Monday, 31 July 2017

Volunteering on a Type 1 Event - Ardentinny

Top: Steven, Isla, Miguel, Andy, Kirsty, Lorna, Rory, Becky, Me
Bottom: Amy, Claire and Magic
This year I was a volunteer on a Type 1 Event, previously known as "Care Events", and it was such an amazing experience, I enjoyed every minute of it. I have attended two Type 1 Events myself, and I benefited so much from them that I decide that when I was old enough, I was going to return as a volunteer.

I got accepted as a volunteer at the 8-10 year old camp in Scotland, which was held in Ardentinny, Dunoon. I have never done anything with young people of this age before, and I had never met any of the other volunteers before arriving, so I was very nervous to start, but also really excited! At the camp I attended, which was for 16-18 year old, the young people were left to independently control our own diabetes, however I knew that on this camp the volunteers would have a lot more involvement in diabetes control.
Me, Andy (volunteer) and Becky (student nurse)
I arrived very early to the event. I didn't want to be late, so instead I arrived over an hour early, which meant that I arrived before anyone else. This left me sitting with my own thoughts and made me even more nervous. After sitting for around 15 minutes, the other volunteers started to arrive. They all seemed to know each other already, after having been on the camp together several times, but they made me feel welcome, and included me in everything.

Me and Becky (student nurse)
When volunteering on these camps, the team arrive a day early, which allows everyone to get to know each other before the young people arrive, and I'm so glad this happens. It gave me time to relax, and prepare myself for everyone arriving, knowing that I was supported by everyone. I soon found out that the team were very outgoing, and there was never a dull moment!

The volunteers are filled with a mix of Health Care Professionals, including Diabetes Specialist Nurses, Doctors, a dietician and a student nurse, as well as volunteers living with diabetes. This camp also had a special guest: Claire (one of the organisers) had a diabetes alert dog, which all the young people (and volunteers) loved!

Magic Alerting Claire
I was in a room with Isla (One of the Diabetes Specialist Nurses) and Rachel (a volunteer with type 1 diabetes). Both of them were lovely roommates, although these camps keep us all so busy we were like ships passing in the night, we barely saw each other! One of us would be on night-shift, which meant we got to sleep in the following day, or one of us would be on Wake-up, which meant they were up and out of the room before the others were even awake, or we would all be so exhausted from the day that we fell asleep as soon as our heads hit the pillows!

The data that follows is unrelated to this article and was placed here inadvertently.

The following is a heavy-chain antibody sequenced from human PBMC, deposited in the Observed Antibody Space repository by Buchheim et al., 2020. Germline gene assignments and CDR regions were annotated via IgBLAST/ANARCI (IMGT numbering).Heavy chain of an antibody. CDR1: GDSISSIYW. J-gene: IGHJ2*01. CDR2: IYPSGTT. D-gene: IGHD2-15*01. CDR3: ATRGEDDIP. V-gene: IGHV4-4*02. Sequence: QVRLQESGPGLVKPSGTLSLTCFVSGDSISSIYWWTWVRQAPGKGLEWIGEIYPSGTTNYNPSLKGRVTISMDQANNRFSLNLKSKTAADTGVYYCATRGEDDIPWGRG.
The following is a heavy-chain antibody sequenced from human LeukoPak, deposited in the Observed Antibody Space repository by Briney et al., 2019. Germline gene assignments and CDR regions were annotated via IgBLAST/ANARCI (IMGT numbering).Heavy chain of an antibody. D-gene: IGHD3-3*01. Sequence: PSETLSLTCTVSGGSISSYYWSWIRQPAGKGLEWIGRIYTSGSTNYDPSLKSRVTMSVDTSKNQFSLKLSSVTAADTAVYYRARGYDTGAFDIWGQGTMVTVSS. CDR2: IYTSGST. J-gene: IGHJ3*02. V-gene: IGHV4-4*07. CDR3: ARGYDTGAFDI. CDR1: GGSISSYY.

Isla and Magic in our room!
Throughout the camps, all of the young people got to do all activities throughout the week, but at different times, so we were all divided into groups. In each group there was 5 young people and 3/4 volunteers. In my group, there was Kirsty (the camp dietitian) and Rory (one of the doctors). Each of the groups had a name, Bob, Kevin or Stuart (named after the minions!), and Rory, Kirsty and myself were assigned Team Bob. There was also Steven, who could sub into a group if one of us got too exhausted or ill, and there was extra volunteers in each group, which meant we could switch around and still have enough volunteers should something happen.

Me and Kirsty before going Rock Hopping
Kirsty bringing the energy to our group

I have 4 words to describe the week: Loud, colourful, exhausting and priceless. Kirsty made team "Bob" so energetic, constantly singing, dancing and rallying the young people and me and Rory to participate in everything.  We did so many amazing and challenging activities, such as Gorge walking, rock climbing, rock hopping and dragon boating, I was exhausted, let alone the young people! However Kirsty made sure there was never a lull and made sure we made the most of every moment!
Team Bob's Trophy after we won the dragon boating competition!

It was amazing to see how much the young people got out of the week, not being the only one having hypos, having to count carbs and give insulin. They were the majority for once, and it is priceless to see how none of them were ashamed about anything, just testing, taking insulin and never letting having type 1 hold them back, things which they may have hidden at home!

Andy, Becky and I
It wasn't just the young people who got a lot out of this camp. After talking to the young people, and the other volunteers, I related to a lot of how they felt. Building a connection with a young person becomes a lot easier when you understand how they feel, and by the end of the week, I had a tear in my eye when they left.

Volunteering on these camps was just as amazing as attending them. You still get a feeling of belonging from both the other volunteers and the young people, but you also get to see the young people grow in confidence throughout the week.
Me and Kirsty posing as Rose and Jack

If your thinking of volunteering on a camp, I would highly recommend it! Especially at Ardentinny, the team are amazing, as are the centre who accomodated us I am hoping to go back to Ardentinny as a volunteer again next year. I definitely have the camp blues after coming home!

If your thinking of sending your child to a camp, definitely consider Ardentinny. The young people are taken such good care of, and the food is scrumptious!

Until next time,

Alyssa x


  1. Pure crying at this!! Miss you!! Team Bob forever!

  2. Awww this is amazing Alyssa! Such a fab experience I have to agree!

    Love love love xxx

  3. Hey its Dylan mum he had a brill time thanks again guysxx


My name is Alyssa Faulkner. I am a Type 1 Diabetic Teen living in Scotland. I currently use a Medtronic insulin pump and an Enlite CGM, and am a volunteer for Diabetes Scotland.